Best Practices of a Debatefleeting
- consider the other person as a partner, not as an opponent (jeu de la coopération),
- if at some point you realize you don’t agree on the meaning of a word, make sure you use another term that is less confusing and on which you agree. Each participant will have a harder time using that word, but you’d rather have both a hard time with this word than let a confusing word being used.
- acknowledge this the partner what the goal of the conversation is
- the aim of the debate should be to learn together by challenging arguments,
- consider that your aim should be to help the partner teach you per arguments, so that you can learn from them,
- assume that the aim of the partner should be to help you teach per your arguments, so that per can learn from them,
- in case during the debate it appears that you don’t share the same purpose, either close the debate or postpone it. Don’t try to review the debate in your head to try to make sense of the new purpose of the debate, or you will fall into several fallacies, like the straw man fallacy.
- accept that the arguments that are claimed are to be challenged together,
- try to avoid the cognitive dissonance when the arguments you claim are proven wrong. You ARE not your arguments. Remember that the purpose of the debate is to learn together.
- learn identifying your own biases, in particular:
- try to keep believing your partner is of good faith (Hanlon’s razor), It would be much easy to conclude that it is a bad person, but it would not help you learn from per,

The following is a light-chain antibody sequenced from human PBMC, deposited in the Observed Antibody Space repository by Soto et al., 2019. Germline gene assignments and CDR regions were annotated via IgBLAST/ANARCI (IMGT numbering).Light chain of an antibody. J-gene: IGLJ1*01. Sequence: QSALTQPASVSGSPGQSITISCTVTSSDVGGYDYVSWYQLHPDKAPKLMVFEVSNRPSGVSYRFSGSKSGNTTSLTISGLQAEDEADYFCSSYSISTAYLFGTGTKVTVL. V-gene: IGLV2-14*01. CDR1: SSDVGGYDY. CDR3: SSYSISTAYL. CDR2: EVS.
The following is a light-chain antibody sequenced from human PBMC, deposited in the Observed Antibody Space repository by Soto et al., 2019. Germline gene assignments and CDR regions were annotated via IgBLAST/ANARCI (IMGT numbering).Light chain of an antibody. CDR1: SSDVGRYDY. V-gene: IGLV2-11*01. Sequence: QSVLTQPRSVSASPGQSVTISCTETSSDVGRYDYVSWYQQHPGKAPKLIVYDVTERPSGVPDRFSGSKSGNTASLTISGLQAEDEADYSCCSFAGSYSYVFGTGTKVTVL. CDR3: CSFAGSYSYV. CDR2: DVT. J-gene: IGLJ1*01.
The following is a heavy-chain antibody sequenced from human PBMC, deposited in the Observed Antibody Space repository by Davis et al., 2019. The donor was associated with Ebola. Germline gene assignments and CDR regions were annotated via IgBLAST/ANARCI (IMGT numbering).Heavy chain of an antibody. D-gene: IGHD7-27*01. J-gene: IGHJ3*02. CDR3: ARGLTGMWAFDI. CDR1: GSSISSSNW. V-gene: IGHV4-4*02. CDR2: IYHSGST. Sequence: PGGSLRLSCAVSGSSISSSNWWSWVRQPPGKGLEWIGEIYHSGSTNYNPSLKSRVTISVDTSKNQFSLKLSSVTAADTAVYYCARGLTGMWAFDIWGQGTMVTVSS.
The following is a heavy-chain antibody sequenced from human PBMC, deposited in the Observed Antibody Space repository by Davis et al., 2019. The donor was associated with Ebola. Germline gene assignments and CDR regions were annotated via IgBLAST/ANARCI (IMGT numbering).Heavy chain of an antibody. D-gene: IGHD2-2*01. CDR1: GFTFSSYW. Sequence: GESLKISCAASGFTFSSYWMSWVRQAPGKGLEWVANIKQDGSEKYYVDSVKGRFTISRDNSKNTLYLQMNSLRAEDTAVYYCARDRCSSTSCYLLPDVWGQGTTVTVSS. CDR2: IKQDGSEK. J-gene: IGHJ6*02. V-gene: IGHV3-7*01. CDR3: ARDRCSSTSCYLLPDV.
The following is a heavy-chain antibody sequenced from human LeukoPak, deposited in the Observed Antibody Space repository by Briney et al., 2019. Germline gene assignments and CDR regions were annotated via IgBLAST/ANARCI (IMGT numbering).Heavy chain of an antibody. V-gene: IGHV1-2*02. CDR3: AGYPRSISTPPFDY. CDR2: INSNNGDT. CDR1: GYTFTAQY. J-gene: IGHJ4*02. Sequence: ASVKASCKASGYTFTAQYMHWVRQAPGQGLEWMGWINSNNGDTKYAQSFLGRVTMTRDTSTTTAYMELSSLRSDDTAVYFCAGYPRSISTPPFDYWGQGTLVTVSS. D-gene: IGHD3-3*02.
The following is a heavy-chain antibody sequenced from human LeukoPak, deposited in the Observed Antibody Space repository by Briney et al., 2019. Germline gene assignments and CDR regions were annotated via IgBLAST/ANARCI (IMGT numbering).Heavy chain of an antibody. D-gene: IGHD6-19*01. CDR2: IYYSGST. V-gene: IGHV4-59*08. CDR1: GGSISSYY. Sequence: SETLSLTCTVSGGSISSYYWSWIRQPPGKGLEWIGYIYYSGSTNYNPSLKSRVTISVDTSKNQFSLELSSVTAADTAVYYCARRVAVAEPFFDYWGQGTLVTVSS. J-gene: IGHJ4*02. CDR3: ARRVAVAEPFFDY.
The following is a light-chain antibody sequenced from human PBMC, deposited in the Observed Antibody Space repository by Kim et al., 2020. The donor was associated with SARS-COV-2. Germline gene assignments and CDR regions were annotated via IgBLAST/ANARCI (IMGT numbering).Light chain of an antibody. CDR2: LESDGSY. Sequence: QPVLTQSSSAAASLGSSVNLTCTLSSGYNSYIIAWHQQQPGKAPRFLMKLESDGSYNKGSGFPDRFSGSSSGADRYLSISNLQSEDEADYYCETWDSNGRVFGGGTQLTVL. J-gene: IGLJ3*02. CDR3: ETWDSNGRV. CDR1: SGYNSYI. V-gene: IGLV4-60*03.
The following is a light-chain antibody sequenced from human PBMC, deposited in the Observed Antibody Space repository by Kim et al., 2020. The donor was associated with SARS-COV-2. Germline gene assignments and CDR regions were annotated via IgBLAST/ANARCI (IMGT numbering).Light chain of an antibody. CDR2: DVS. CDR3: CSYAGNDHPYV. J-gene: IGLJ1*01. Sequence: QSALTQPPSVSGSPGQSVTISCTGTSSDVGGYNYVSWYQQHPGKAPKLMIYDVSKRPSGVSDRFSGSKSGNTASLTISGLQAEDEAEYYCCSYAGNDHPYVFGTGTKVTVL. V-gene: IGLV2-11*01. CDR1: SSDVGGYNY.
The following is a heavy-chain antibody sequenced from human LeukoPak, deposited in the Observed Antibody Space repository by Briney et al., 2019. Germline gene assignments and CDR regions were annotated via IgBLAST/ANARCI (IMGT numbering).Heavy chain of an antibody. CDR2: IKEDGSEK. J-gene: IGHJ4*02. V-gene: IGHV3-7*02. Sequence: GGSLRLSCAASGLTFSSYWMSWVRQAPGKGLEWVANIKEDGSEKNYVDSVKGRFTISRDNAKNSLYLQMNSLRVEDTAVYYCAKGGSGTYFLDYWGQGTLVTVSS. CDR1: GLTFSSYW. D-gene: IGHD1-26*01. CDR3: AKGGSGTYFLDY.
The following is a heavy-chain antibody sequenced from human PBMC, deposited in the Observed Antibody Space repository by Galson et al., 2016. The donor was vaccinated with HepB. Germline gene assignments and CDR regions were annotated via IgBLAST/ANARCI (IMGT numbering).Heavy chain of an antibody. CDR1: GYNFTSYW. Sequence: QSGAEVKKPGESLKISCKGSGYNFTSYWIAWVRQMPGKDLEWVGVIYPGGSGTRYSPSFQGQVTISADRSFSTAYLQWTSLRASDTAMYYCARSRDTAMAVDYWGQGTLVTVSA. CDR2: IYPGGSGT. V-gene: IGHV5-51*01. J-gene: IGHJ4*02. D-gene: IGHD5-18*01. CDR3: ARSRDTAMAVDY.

- identify the parts that belong to the field of opinion and apply the best practices of a debate of opinions. If possible focus on the non opinionated part for now and give the opinionated part its own attention in a future debate about opinions.
- separate the discussion about
- the definition of the concepts: what we are talking about, (a hammer is a tool that is meant to hit stuff),
- the use of the concepts: what we can do with those, (a hammer is used to pound nails, break structures into pieces…),
- the morale implications of the concepts: how good or bad those concepts are, (a hammer is bad, because people can get hurt easily. a hammer is good, because you can build things with it),
- (if you want to change the partner’s opinion) don’t try to push the partner to your opinion, try to understand per so that you can make easier for per to move in your direction,
- if at some point you guess that the partner says obvious things, suppose that you actually did not understand, rather than simply rejecting the information for not being relevant,
instead of contradicting what the other person most likely did not say, help per say whatever they most likely wanted to say
Notes linking here
- best practices of a debate of opinions
- debate and exploration vs exploitation
- méthode scientifique vs lecture de documentation
- synonymes à connotations positives
- usages ordinaires favorisent l’entente verbale